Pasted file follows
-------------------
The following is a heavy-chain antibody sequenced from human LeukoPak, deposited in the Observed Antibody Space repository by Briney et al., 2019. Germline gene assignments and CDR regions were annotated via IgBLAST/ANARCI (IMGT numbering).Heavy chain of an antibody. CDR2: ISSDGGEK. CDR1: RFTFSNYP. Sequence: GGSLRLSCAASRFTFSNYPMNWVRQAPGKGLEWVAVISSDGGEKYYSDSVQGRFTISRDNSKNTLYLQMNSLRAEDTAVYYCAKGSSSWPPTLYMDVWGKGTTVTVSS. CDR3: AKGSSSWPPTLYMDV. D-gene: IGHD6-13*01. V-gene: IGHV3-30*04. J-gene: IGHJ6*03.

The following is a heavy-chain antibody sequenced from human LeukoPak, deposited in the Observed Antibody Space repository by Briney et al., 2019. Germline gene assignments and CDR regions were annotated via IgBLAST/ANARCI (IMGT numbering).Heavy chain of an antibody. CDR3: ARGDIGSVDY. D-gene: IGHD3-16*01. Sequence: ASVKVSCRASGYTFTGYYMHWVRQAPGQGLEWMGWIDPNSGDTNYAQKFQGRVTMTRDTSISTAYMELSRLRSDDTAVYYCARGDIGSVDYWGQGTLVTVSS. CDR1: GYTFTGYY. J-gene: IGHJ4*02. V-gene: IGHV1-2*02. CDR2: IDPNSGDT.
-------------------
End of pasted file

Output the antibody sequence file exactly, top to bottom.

The following is a heavy-chain antibody sequenced from human LeukoPak, deposited in the Observed Antibody Space repository by Briney et al., 2019. Germline gene assignments and CDR regions were annotated via IgBLAST/ANARCI (IMGT numbering).Heavy chain of an antibody. CDR2: ISSDGGEK. CDR1: RFTFSNYP. Sequence: GGSLRLSCAASRFTFSNYPMNWVRQAPGKGLEWVAVISSDGGEKYYSDSVQGRFTISRDNSKNTLYLQMNSLRAEDTAVYYCAKGSSSWPPTLYMDVWGKGTTVTVSS. CDR3: AKGSSSWPPTLYMDV. D-gene: IGHD6-13*01. V-gene: IGHV3-30*04. J-gene: IGHJ6*03.

The following is a heavy-chain antibody sequenced from human LeukoPak, deposited in the Observed Antibody Space repository by Briney et al., 2019. Germline gene assignments and CDR regions were annotated via IgBLAST/ANARCI (IMGT numbering).Heavy chain of an antibody. CDR3: ARGDIGSVDY. D-gene: IGHD3-16*01. Sequence: ASVKVSCRASGYTFTGYYMHWVRQAPGQGLEWMGWIDPNSGDTNYAQKFQGRVTMTRDTSISTAYMELSRLRSDDTAVYYCARGDIGSVDYWGQGTLVTVSS. CDR1: GYTFTGYY. J-gene: IGHJ4*02. V-gene: IGHV1-2*02. CDR2: IDPNSGDT.